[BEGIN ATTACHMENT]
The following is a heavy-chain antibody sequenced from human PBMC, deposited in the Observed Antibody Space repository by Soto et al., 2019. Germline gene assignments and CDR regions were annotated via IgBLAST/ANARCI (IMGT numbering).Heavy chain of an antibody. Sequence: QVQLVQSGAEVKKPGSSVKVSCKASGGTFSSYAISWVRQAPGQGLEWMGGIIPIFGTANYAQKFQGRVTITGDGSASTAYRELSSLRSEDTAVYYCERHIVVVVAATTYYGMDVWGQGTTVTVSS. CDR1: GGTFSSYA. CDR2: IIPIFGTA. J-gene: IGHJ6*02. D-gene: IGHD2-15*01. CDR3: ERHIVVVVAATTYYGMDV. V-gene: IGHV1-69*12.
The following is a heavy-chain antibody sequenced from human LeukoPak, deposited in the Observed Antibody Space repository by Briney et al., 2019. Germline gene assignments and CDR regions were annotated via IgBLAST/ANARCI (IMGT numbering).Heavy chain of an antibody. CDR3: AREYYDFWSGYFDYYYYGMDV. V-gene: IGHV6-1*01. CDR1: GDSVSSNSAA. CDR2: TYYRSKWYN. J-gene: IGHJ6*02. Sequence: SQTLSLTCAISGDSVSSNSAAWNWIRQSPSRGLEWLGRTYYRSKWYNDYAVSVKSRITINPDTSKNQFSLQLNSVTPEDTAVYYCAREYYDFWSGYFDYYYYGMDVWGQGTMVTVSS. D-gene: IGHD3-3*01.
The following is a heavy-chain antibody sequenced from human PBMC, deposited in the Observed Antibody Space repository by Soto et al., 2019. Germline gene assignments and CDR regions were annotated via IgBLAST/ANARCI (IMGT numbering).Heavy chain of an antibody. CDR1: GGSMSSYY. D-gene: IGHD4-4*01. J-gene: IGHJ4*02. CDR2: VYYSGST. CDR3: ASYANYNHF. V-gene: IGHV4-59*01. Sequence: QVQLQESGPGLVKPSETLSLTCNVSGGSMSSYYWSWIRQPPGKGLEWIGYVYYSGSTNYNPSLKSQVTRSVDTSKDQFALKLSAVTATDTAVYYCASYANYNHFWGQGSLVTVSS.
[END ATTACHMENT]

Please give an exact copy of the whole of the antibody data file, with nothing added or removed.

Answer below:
The following is a heavy-chain antibody sequenced from human PBMC, deposited in the Observed Antibody Space repository by Soto et al., 2019. Germline gene assignments and CDR regions were annotated via IgBLAST/ANARCI (IMGT numbering).Heavy chain of an antibody. Sequence: QVQLVQSGAEVKKPGSSVKVSCKASGGTFSSYAISWVRQAPGQGLEWMGGIIPIFGTANYAQKFQGRVTITGDGSASTAYRELSSLRSEDTAVYYCERHIVVVVAATTYYGMDVWGQGTTVTVSS. CDR1: GGTFSSYA. CDR2: IIPIFGTA. J-gene: IGHJ6*02. D-gene: IGHD2-15*01. CDR3: ERHIVVVVAATTYYGMDV. V-gene: IGHV1-69*12.
The following is a heavy-chain antibody sequenced from human LeukoPak, deposited in the Observed Antibody Space repository by Briney et al., 2019. Germline gene assignments and CDR regions were annotated via IgBLAST/ANARCI (IMGT numbering).Heavy chain of an antibody. CDR3: AREYYDFWSGYFDYYYYGMDV. V-gene: IGHV6-1*01. CDR1: GDSVSSNSAA. CDR2: TYYRSKWYN. J-gene: IGHJ6*02. Sequence: SQTLSLTCAISGDSVSSNSAAWNWIRQSPSRGLEWLGRTYYRSKWYNDYAVSVKSRITINPDTSKNQFSLQLNSVTPEDTAVYYCAREYYDFWSGYFDYYYYGMDVWGQGTMVTVSS. D-gene: IGHD3-3*01.
The following is a heavy-chain antibody sequenced from human PBMC, deposited in the Observed Antibody Space repository by Soto et al., 2019. Germline gene assignments and CDR regions were annotated via IgBLAST/ANARCI (IMGT numbering).Heavy chain of an antibody. CDR1: GGSMSSYY. D-gene: IGHD4-4*01. J-gene: IGHJ4*02. CDR2: VYYSGST. CDR3: ASYANYNHF. V-gene: IGHV4-59*01. Sequence: QVQLQESGPGLVKPSETLSLTCNVSGGSMSSYYWSWIRQPPGKGLEWIGYVYYSGSTNYNPSLKSQVTRSVDTSKDQFALKLSAVTATDTAVYYCASYANYNHFWGQGSLVTVSS.